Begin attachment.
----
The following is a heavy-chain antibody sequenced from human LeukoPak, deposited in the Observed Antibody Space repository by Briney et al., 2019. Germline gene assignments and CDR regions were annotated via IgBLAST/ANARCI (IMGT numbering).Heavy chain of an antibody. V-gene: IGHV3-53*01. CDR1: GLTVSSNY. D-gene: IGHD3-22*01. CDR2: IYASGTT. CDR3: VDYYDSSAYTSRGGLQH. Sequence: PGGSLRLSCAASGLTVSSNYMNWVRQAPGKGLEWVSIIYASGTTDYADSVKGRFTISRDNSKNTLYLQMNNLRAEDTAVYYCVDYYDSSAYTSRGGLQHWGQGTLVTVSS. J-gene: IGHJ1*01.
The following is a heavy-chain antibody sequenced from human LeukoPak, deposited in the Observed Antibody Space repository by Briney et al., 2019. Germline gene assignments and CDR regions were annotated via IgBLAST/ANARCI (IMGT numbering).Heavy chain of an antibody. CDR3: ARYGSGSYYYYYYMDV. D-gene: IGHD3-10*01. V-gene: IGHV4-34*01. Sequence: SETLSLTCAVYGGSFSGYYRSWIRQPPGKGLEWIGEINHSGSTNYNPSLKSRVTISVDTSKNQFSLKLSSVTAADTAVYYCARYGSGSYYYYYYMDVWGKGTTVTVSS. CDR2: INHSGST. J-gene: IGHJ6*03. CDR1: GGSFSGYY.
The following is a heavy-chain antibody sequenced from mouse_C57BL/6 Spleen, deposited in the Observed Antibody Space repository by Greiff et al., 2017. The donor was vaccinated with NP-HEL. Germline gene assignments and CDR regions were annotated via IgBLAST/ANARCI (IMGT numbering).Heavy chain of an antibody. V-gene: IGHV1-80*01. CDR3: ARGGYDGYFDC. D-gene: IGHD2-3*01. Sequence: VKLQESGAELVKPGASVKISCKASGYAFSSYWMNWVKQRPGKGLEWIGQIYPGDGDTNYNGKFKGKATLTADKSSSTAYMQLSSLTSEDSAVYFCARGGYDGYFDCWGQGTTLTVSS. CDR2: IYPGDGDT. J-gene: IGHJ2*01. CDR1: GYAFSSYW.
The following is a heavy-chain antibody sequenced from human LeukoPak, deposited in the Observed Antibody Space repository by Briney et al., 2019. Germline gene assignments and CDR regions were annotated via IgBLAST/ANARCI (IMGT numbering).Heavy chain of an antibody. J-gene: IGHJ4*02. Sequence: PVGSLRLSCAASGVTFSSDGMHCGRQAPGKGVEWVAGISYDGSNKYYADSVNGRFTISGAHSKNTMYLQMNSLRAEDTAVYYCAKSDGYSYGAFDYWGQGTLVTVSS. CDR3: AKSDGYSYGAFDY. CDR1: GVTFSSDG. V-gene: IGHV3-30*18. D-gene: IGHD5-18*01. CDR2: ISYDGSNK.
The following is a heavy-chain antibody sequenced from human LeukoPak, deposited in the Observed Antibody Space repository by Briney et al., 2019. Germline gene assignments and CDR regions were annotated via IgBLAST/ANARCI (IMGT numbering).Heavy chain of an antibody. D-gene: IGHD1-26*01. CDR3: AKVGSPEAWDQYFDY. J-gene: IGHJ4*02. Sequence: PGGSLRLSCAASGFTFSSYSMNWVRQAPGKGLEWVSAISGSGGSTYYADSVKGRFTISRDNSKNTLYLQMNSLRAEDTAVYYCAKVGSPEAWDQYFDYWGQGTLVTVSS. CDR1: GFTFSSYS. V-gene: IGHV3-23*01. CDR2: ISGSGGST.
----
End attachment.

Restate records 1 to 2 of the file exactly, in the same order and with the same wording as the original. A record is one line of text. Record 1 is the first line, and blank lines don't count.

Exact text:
The following is a heavy-chain antibody sequenced from human LeukoPak, deposited in the Observed Antibody Space repository by Briney et al., 2019. Germline gene assignments and CDR regions were annotated via IgBLAST/ANARCI (IMGT numbering).Heavy chain of an antibody. V-gene: IGHV3-53*01. CDR1: GLTVSSNY. D-gene: IGHD3-22*01. CDR2: IYASGTT. CDR3: VDYYDSSAYTSRGGLQH. Sequence: PGGSLRLSCAASGLTVSSNYMNWVRQAPGKGLEWVSIIYASGTTDYADSVKGRFTISRDNSKNTLYLQMNNLRAEDTAVYYCVDYYDSSAYTSRGGLQHWGQGTLVTVSS. J-gene: IGHJ1*01.
The following is a heavy-chain antibody sequenced from human LeukoPak, deposited in the Observed Antibody Space repository by Briney et al., 2019. Germline gene assignments and CDR regions were annotated via IgBLAST/ANARCI (IMGT numbering).Heavy chain of an antibody. CDR3: ARYGSGSYYYYYYMDV. D-gene: IGHD3-10*01. V-gene: IGHV4-34*01. Sequence: SETLSLTCAVYGGSFSGYYRSWIRQPPGKGLEWIGEINHSGSTNYNPSLKSRVTISVDTSKNQFSLKLSSVTAADTAVYYCARYGSGSYYYYYYMDVWGKGTTVTVSS. CDR2: INHSGST. J-gene: IGHJ6*03. CDR1: GGSFSGYY.